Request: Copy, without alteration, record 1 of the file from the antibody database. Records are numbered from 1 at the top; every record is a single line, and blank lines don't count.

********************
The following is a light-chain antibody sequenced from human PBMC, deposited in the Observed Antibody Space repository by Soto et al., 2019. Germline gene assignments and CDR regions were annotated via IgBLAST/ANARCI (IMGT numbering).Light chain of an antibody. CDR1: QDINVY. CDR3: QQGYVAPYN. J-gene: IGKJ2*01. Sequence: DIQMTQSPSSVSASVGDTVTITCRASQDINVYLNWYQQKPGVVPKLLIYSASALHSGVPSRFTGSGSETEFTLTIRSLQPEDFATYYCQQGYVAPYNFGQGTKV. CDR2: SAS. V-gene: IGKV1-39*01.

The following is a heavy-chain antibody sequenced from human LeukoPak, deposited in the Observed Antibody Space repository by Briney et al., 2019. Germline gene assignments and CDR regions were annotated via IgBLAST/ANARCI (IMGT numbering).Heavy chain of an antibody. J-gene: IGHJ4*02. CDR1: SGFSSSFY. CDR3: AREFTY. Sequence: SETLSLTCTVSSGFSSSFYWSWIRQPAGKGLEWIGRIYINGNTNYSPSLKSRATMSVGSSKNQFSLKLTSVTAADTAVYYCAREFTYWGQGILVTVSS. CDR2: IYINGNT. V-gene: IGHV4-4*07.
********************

The following is a light-chain antibody sequenced from human PBMC, deposited in the Observed Antibody Space repository by Soto et al., 2019. Germline gene assignments and CDR regions were annotated via IgBLAST/ANARCI (IMGT numbering).Light chain of an antibody. CDR1: QDINVY. CDR3: QQGYVAPYN. J-gene: IGKJ2*01. Sequence: DIQMTQSPSSVSASVGDTVTITCRASQDINVYLNWYQQKPGVVPKLLIYSASALHSGVPSRFTGSGSETEFTLTIRSLQPEDFATYYCQQGYVAPYNFGQGTKV. CDR2: SAS. V-gene: IGKV1-39*01.